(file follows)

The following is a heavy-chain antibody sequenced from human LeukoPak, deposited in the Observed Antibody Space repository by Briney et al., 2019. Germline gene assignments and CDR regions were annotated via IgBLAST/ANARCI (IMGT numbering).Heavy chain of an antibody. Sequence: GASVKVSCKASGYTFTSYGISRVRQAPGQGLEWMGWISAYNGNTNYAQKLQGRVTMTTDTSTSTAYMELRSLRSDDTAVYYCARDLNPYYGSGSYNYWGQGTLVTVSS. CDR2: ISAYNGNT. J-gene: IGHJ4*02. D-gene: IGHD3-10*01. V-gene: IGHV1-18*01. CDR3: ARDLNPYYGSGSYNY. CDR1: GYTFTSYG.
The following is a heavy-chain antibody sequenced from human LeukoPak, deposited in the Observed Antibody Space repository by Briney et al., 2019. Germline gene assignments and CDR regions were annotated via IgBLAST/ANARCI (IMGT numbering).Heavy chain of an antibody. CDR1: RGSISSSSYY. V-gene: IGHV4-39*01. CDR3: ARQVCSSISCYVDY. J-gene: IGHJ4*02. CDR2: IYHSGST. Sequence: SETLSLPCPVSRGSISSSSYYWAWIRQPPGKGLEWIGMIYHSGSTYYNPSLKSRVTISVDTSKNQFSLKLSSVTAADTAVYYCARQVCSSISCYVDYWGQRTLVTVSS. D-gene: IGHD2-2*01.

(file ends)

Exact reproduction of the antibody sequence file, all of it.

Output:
The following is a heavy-chain antibody sequenced from human LeukoPak, deposited in the Observed Antibody Space repository by Briney et al., 2019. Germline gene assignments and CDR regions were annotated via IgBLAST/ANARCI (IMGT numbering).Heavy chain of an antibody. Sequence: GASVKVSCKASGYTFTSYGISRVRQAPGQGLEWMGWISAYNGNTNYAQKLQGRVTMTTDTSTSTAYMELRSLRSDDTAVYYCARDLNPYYGSGSYNYWGQGTLVTVSS. CDR2: ISAYNGNT. J-gene: IGHJ4*02. D-gene: IGHD3-10*01. V-gene: IGHV1-18*01. CDR3: ARDLNPYYGSGSYNY. CDR1: GYTFTSYG.
The following is a heavy-chain antibody sequenced from human LeukoPak, deposited in the Observed Antibody Space repository by Briney et al., 2019. Germline gene assignments and CDR regions were annotated via IgBLAST/ANARCI (IMGT numbering).Heavy chain of an antibody. CDR1: RGSISSSSYY. V-gene: IGHV4-39*01. CDR3: ARQVCSSISCYVDY. J-gene: IGHJ4*02. CDR2: IYHSGST. Sequence: SETLSLPCPVSRGSISSSSYYWAWIRQPPGKGLEWIGMIYHSGSTYYNPSLKSRVTISVDTSKNQFSLKLSSVTAADTAVYYCARQVCSSISCYVDYWGQRTLVTVSS. D-gene: IGHD2-2*01.